There’s a huge boost for British holidaymakers looking for some winter sun as Spain’s Canary Islands have been added to the Government’s safe travel list.

Travellers will no longer need to self-isolate for 14 days after returning to the UK from the Spanish tourist destination from 4am on Sunday.

It is likely this will lead to a surge in holiday bookings this October half-term as those looking to get away from the Covid and winter blues look to spend some time in the sun.

TUI, the UK’s largest travel firm, have announced that they will resume flights to the Canary Islands from Saturday. The islands of Tenerife and Gran Canaria are among the most popular destinations for British holidaymakers

Denmark, the Maldives and the Greek island Mykonos have also been added to the list. Liechtenstein is the only country to lose its quarantine exemption this week.

Managing director Andrew Flintham said the removal of quarantine requirements for the islands was “a positive step forward for our business and all our customers who wish to enjoy a well-deserved break overseas”.

But he urged ministers to “work closely with the industry on airport testing so we can open up more destinations in the coming weeks”.

He added: “We must move away, where possible, from the anxiety our industry faces waiting for the new list of places people can travel to each week.

View of Puerto de Santiago. Tenerife, Canary Islands, Spain
View of Puerto de Santiago. Tenerife, Canary Islands, Spain

“This level of uncertainty is damaging for business and all those employed in our industry.”

A spokeswoman for travel trade organisation Abta said the announcement was “a bit of light at the end of a very dark tunnel for the travel industry”.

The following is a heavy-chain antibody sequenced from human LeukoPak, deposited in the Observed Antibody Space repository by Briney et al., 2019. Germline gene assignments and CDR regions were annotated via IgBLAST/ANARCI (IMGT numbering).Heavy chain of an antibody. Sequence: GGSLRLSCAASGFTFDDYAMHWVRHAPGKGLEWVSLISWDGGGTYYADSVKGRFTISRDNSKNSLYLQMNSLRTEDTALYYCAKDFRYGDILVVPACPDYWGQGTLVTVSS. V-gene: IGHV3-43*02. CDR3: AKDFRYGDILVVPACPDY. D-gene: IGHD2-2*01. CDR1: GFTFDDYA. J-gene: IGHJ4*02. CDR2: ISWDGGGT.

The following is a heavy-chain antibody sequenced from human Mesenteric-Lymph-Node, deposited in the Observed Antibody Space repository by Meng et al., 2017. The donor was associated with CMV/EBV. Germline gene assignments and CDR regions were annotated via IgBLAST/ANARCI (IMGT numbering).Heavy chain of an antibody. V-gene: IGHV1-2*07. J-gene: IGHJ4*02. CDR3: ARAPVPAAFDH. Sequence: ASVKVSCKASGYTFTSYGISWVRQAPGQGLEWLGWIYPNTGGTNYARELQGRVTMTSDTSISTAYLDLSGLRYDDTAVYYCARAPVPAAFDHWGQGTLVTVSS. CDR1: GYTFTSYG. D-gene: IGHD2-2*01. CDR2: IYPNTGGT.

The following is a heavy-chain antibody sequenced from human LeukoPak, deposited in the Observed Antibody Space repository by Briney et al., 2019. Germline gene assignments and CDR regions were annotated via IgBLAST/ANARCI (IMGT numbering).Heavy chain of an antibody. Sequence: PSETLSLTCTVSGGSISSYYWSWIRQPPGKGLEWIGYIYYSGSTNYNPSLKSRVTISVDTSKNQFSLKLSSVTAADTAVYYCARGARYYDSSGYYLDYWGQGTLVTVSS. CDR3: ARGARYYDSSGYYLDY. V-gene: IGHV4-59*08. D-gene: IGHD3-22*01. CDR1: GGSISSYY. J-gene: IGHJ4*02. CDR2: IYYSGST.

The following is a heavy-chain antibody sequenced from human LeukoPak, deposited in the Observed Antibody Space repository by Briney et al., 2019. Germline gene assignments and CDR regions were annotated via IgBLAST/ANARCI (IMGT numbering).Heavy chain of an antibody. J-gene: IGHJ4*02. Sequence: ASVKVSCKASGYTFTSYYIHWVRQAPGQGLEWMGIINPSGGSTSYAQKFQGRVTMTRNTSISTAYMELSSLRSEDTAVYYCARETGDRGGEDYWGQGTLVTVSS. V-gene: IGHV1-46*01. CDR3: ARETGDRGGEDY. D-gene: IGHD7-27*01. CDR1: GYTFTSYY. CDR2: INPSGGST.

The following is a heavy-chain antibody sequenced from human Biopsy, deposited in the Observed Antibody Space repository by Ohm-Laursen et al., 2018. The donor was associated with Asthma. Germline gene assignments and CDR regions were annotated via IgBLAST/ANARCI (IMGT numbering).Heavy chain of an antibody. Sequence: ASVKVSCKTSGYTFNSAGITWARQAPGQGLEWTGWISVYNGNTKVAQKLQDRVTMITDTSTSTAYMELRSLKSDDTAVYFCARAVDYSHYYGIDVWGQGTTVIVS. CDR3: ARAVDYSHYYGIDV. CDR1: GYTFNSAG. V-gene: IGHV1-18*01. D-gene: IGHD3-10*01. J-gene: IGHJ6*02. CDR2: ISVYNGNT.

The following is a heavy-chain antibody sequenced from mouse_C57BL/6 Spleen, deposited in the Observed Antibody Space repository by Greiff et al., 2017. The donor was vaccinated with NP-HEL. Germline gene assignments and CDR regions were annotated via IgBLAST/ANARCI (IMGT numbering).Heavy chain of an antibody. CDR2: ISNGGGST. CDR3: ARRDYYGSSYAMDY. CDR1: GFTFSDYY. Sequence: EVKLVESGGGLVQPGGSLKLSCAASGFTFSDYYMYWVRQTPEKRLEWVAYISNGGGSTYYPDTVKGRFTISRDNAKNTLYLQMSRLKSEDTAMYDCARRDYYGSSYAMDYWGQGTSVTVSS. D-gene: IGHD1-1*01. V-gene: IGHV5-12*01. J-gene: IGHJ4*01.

She continued: “We have been highlighting the need to move to a regional approach to quarantine, citing the Canary Islands as a specific example, so it is good to see the Government take action on this today.

“But we must remember that the pandemic brought foreign travel to a standstill and for most companies there has been little or no chance to start a recovery.”

Derek Jones, chief executive of luxury travel firm Kuoni, described the addition of the Maldives to the quarantine exemption list as a “very welcome development”, and said the company was anticipating a “surge in demand” for Maldives holidays.

He went on: “The Maldives is already outperforming every other destination we sell for next year, currently accounting for almost half of our bookings for 2021, and today’s news means that an even quicker getaway is now possible.

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“After months of seemingly endless bad news for holidaymakers, having both the Maldives and Canary Islands on the safe corridor list will be welcomed by anyone still dreaming of a winter sun break over the next few months.”

Earlier this month, Mr Shapps launched a taskforce to develop methods of reducing the 14-day isolation period for people arriving from non-exempt locations.

He said the Government was considering a “test and release regime” which would still involve a quarantine period of at least a week.

On Thursday, British Airways’ parent company IAG announced it would operate fewer flights than planned for the rest of the year as coronavirus restrictions continued to hit demand.

The group said its flight capacity from October to December would be no more than 30% of what it was over the same period in 2019.

It reported a 1.3 billion euro (£1.2 billion) loss during the past three months.